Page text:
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This question already has an answer here:

Let $L_{1}$ and $L_{2}$ be 2 languages over the same alphabet $\Sigma$.

$$A(L_1,L_2)=\{x\in \Sigma^*|\exists y,z\in L_2\text{ such that } yxz\in L_1\}$$

Assume that $L_{1}$ is regular and $L_{2}$ is context-free. The language $A(L_{1},L_{2})$:

  1. is always a regular language
  2. is always not a regular language
  3. can sometimes be a regular language
  4. cannot be context free

They say that the correct answer is 1.

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marked as duplicate by Luke Mathieson, vonbrand, Kaveh, JeffE, Pål GD Mar 1 '13 at 8:12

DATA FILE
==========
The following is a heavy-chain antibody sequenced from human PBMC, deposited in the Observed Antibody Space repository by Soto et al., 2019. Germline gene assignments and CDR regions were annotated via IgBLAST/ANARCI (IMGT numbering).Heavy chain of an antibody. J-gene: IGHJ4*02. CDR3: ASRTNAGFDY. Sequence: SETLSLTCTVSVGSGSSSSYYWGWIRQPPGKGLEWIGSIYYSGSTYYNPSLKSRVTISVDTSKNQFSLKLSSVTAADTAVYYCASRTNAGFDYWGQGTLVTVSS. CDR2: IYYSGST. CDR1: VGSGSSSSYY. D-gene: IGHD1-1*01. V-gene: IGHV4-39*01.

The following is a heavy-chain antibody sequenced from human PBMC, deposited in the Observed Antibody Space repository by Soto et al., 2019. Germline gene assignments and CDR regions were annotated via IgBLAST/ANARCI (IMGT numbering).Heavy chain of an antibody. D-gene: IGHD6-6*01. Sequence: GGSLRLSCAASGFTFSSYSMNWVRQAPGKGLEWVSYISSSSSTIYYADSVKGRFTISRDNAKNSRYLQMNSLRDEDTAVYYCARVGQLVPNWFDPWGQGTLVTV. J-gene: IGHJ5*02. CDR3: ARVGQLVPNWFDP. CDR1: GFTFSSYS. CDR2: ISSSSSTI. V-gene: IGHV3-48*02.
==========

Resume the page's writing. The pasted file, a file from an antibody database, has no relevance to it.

This question has been asked before and already has an answer. If those answers do not fully address your question, please ask a new question.

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    $\begingroup$ check cs.stackexchange.com/questions/1547/… $\endgroup$ – Ran G. Feb 28 '13 at 2:50
  • $\begingroup$ Wow, thanks ! I'm shocked to see the answer to that question. $\endgroup$ – Robert777 Feb 28 '13 at 6:45
  • $\begingroup$ @Robert777 So this is a duplicate? $\endgroup$ – Raphael Feb 28 '13 at 10:10
  • $\begingroup$ @Raphael Pretty much. $\endgroup$ – Yuval Filmus Mar 1 '13 at 3:37
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Hint: Take a DFA for $L_1$. Check which states are reachable from the initial state via a word in $L_2$. Check from which states a final state can be reached via a word in $L_2$.

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